The Jewish people need marketing, not exclusion

A non-Orthodox Zionist Jew's take on the burning issues or religion and state. The key difference, according to the writer, between Judaism and other religions, has to do with marketing.

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Dr. Avi Perry,

Dr. Avi Perry
Dr. Avi Perry
INN:AP

The Israeli government’s latest decision—concerning the cancellation of part of the western wall agreement  and the controversial legislation on conversion, preventing recognition of non-Chief Rabbinate conversions performed in Israel - thereby de facto confirming current non-recognition for marriage purposes of non-Orthodox conversion, is a fateful mistake that has generational implications. It is a serious blind spot characteristic of the Jewish religion, which contributed, throughout history, to its minority status and isolation in a world filled with anti-Semites and Israel bashers.

Years ago, I discussed Religion with a colleague of mine, a devout Christian. I asked him to elaborate on the key difference between Christianity and Judaism. My colleague was well schooled on the topic. He immediately dived into the teachings of Jesus and the issue of his acceptance (or rejection by Jews) including the associated rewards in the afterlife.

“I don’t think that this is the key difference.” I interrupted. My colleague looked confounded. He believed he had made a bullet-proof case. How could I dismiss it so bluntly?

“The real difference is,” I stated, “Marketing.”

“Marketing”? He did not get it.

“Christians believed in proselytism,” I claimed. “Christians were able to become a world’s major religion by marketing their faith quite rigorously, persuading people to come and join them. They did so by catering to people’s longing for a better life, if not on Earth, then in Heaven. This “Marketing” strategy was very successful,” I claimed.

“Islam, in contrast, used violence and intimidation, forcing people to join their faith,” I added. Then, too, Islam became a major world religion. “But, Jews, on the other hand, made it extremely difficult for any gentile-born individual to join their faith.” I paused, watching the assenting expression on my colleague’s face, then continued. “Judaism turned into a minority faith. Consequently, Jews were pushed-around, terrorized, murdered, shoved down to the bottom of the pecking order by followers of the other major religions.”

Israel needs friends. Israel needs supporters. In a world where anti-Semites, Iranians and Arabs from across the Middle East seek to wipe it off the map, Israel cannot afford becoming isolated.  Friendly democratic governments are elected by people whose hearts beat to the rhythm of the Israeli drums.

Can you imagine having Judaism as one of the world’s major religions? Can you imagine having a world comprising 1.6 Billion Jews rather than 16 Million, a majority of whom not only would have supported the Jewish state, but would have considered it as part of their heritage? Could you fancy how anti-Semitic movements would have been pushed down the peck and stepped on? Could you picture the power derived by this vision?

The latest decision by the Israeli government is painting a picture, which does the opposite. It excludes and alienates many diaspora Jews or more than half of the already small Jewish population; it also further obstructs and prevents other non-Jews from joining the team—our team, leading to further weakening of the Jewish state and its world-wide’s support.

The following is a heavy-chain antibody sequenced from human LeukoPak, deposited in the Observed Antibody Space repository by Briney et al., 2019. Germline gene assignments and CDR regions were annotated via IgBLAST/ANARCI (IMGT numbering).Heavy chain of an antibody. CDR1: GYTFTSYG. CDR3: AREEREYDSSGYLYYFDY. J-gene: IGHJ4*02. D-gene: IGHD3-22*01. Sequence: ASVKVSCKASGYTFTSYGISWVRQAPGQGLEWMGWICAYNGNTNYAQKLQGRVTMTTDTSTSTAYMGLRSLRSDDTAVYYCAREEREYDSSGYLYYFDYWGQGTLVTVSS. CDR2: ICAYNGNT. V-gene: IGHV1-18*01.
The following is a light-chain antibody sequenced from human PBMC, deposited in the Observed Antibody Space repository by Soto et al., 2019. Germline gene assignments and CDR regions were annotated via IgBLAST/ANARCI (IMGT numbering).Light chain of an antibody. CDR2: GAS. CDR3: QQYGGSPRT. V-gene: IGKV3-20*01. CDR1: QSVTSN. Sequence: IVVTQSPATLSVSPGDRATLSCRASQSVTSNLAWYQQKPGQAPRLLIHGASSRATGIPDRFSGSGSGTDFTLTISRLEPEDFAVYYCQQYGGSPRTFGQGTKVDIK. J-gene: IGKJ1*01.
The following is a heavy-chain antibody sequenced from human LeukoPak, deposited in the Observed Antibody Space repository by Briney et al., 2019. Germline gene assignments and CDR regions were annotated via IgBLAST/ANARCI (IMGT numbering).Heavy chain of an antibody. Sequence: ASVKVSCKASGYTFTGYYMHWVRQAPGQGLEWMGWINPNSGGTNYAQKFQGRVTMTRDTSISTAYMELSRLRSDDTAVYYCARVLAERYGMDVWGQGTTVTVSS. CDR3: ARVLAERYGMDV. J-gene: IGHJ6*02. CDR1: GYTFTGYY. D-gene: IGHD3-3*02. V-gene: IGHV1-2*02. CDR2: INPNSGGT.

Increasingly, secular and reformed Jews, especially in the United States, have been losing members of their faith to intermarriage. It’s time to counter that loss by making it attractive for people of other faiths to join us by accepting them even if they are as secular as are the majority of Israeli Jews. The bulk of these potential converts are a direct result of intermarriage. By accepting them into the Jewish faith , we stand the chance of not only adding a right person to our side, but we also increase the prospect of not experiencing the loss of our person and his/her offspring to the other team.

Still, as Arye Deri, Israel’s Minister of the Interior, has pointed out, there is a risk that illegal immigrants from Africa or other countries may seek to exploit laid-back conversion rules to gain Israeli citizenship by way of the Law of Return. Deri is correct. He has referred to economic migrants who may never take their Jewishness seriously, but rather see it as an opportunity, an opening, a scam used to improve their economic situation and resolve their illegal status by becoming permanent and legal nationals. They may never want to fit in and assimilate; they could become an economic burden and a sore spot socially within the Israeli society.

This loophole could be remedied by amending the Law of Return rather than denying conversions performed by reformist rabbis. The amendment should clearly state that conversions of illegal immigrants, foreign criminals or any other undesirables, should not award them with an automatic Israeli citizenship; it does not change their illegal or undesirable status. In addition, conversion of foreign workers who came to Israel on a temporary work visa must take a period of several (the actual number needs to be determined) years before they can become citizens of the Jewish State.

Resolving the issue presented by Arye Deri by amending the Law of Return would clear the way for the Israeli government to do the right thing. 

Please Bibi, do not let it happen. Reconsider your government’s latest decisions, then change them.